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Since I started pedalling my art on the streets of Victoria on the first day of 2015, I’ve amassed a portfolio of 50 GPS doodles – 34 pictures, 11 bike-writing messages and five creations that comprise a combination of both. Click on the poster below to see 31 of my favourites…plus the one that started it all!
Below the poster, I’ve included the link to each featured GPS doodle and its accompanying write-up.
AN ECLECTIC COLLECTION OF GPS CRITTERS
QUEENS OF THE EMPIRE & KINGS OF THE MOUNTAIN
MYTHICAL, IMAGINARY & INTERPLANETARY
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Streetlife: The Shifting Sociologies of the Street symposium – University of Kent (Medway Campus) Tuesday 15 September 2015, 10.00 – 18.00. This symposium – and a subsequent special issue of Sociological Review – will act as a spur to take the street more seriously in contemporary sociology, and will demonstrate the value of a more careful scrutiny of the importance of the street as a site, scale and field for sociological research. For its relevance to sensory studies, note in particular Monica Degen’s keynote ‘Sensing street atmospheres: reflections on methods’.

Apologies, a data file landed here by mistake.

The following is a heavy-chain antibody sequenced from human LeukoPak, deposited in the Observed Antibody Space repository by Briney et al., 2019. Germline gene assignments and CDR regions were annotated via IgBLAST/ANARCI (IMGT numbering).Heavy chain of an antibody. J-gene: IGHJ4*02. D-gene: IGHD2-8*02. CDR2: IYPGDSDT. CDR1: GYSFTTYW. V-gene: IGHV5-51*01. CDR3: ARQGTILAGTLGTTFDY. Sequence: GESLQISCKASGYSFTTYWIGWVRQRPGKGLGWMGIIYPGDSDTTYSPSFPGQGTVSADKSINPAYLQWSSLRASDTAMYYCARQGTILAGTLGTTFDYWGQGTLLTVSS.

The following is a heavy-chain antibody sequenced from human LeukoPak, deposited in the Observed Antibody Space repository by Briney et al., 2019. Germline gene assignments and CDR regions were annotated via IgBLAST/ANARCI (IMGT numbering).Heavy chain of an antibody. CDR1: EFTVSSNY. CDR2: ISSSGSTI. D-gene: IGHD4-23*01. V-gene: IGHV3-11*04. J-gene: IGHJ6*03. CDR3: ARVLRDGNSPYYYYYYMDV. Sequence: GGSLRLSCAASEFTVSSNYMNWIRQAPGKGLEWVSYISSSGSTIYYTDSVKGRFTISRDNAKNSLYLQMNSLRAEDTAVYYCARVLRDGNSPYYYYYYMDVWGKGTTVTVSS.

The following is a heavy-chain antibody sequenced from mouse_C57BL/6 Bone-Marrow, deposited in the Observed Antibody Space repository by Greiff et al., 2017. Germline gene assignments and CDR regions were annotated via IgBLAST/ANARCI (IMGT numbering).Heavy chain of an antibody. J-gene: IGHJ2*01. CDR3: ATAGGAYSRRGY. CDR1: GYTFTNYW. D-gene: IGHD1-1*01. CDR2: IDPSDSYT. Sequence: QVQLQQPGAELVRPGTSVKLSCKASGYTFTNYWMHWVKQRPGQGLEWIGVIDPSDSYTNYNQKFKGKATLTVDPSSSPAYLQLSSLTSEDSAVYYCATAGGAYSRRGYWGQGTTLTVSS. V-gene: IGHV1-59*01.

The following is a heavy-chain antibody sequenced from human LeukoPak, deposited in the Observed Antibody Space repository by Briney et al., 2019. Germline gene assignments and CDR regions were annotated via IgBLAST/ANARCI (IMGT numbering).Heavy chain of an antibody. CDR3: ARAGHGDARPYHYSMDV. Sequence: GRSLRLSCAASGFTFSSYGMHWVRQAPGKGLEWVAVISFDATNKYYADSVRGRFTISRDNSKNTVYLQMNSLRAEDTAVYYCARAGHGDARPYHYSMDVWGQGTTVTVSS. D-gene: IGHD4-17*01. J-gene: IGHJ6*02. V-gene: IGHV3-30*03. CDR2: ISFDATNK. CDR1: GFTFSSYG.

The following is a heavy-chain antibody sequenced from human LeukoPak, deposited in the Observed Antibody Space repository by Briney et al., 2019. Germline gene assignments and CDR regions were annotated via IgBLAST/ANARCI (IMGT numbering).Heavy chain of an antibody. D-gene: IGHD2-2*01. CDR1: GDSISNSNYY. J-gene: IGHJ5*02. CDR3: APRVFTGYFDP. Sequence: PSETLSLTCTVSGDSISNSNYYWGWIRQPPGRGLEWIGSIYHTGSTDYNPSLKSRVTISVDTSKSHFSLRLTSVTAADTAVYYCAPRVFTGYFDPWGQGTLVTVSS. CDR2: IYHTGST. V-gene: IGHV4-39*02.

What makes a house or apartment great has a lot to do with its location. In “Walkable City,” Jeff Speck writes that living in neighborhoods with mixed-use zoning—where all the different types of necessary businesses are close by—reduces carbon emissions far more than could any green gizmo. Not only are pedestrian-friendly areas good for the environment, but they also appeal to many Americans, including the “creative class” Millennials that many cities are trying to court. Speck argues that walking and bicycling don’t depend on climate, but on design; after all, brisk Minneapolis has been declared the best city in America for bikers. Walkable cities decrease obesity, car fatalities, and the stress caused by long driving commutes—and, according to Speck, they can be created anywhere.
Pictured: Not Atlanta
Many of Speck’s tips for making a city walkable match up with my own experience as a pedestrian in Atlanta. Curb-cuts—places where cars…
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post by Silvia Soonets
I’m happy to report two awards recently won by Venezuelan architects. Both go to projects dealing with informal settlements and poverty.
PICO won the ASF-AWARD-2015 with their project Spaces for Paece, that we discussed in a recent post. The award goes to inspiring projects, with the motto, Learning South of North. The award site is worth a visit, as it presents a variety of interesting projects.
She is now back in Venezuela, and is working in the application of her research in our “barrios”. Today we attended to a conference where Ana Cristina showed her interesting and touching work. I’m not giving any details as she has promised a guest post for the next weeks. Meantime…